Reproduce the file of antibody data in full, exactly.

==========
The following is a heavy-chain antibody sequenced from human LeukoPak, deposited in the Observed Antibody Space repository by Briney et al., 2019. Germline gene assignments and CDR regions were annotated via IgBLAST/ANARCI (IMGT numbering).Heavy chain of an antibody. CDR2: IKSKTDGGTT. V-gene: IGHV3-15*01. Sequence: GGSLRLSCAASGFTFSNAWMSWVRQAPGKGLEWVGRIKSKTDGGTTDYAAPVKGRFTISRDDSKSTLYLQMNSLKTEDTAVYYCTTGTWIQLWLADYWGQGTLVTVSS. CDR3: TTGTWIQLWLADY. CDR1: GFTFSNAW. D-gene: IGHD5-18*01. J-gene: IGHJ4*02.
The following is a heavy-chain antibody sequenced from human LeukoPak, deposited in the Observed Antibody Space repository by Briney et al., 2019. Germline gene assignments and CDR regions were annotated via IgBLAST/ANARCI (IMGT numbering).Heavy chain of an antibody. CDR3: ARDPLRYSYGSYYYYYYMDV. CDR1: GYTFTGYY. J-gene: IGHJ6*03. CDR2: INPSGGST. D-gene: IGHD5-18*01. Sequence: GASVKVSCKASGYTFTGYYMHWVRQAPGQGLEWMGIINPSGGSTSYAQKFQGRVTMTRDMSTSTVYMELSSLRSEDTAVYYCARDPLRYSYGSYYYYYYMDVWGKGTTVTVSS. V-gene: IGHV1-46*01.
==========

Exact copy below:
The following is a heavy-chain antibody sequenced from human LeukoPak, deposited in the Observed Antibody Space repository by Briney et al., 2019. Germline gene assignments and CDR regions were annotated via IgBLAST/ANARCI (IMGT numbering).Heavy chain of an antibody. CDR2: IKSKTDGGTT. V-gene: IGHV3-15*01. Sequence: GGSLRLSCAASGFTFSNAWMSWVRQAPGKGLEWVGRIKSKTDGGTTDYAAPVKGRFTISRDDSKSTLYLQMNSLKTEDTAVYYCTTGTWIQLWLADYWGQGTLVTVSS. CDR3: TTGTWIQLWLADY. CDR1: GFTFSNAW. D-gene: IGHD5-18*01. J-gene: IGHJ4*02.
The following is a heavy-chain antibody sequenced from human LeukoPak, deposited in the Observed Antibody Space repository by Briney et al., 2019. Germline gene assignments and CDR regions were annotated via IgBLAST/ANARCI (IMGT numbering).Heavy chain of an antibody. CDR3: ARDPLRYSYGSYYYYYYMDV. CDR1: GYTFTGYY. J-gene: IGHJ6*03. CDR2: INPSGGST. D-gene: IGHD5-18*01. Sequence: GASVKVSCKASGYTFTGYYMHWVRQAPGQGLEWMGIINPSGGSTSYAQKFQGRVTMTRDMSTSTVYMELSSLRSEDTAVYYCARDPLRYSYGSYYYYYYMDVWGKGTTVTVSS. V-gene: IGHV1-46*01.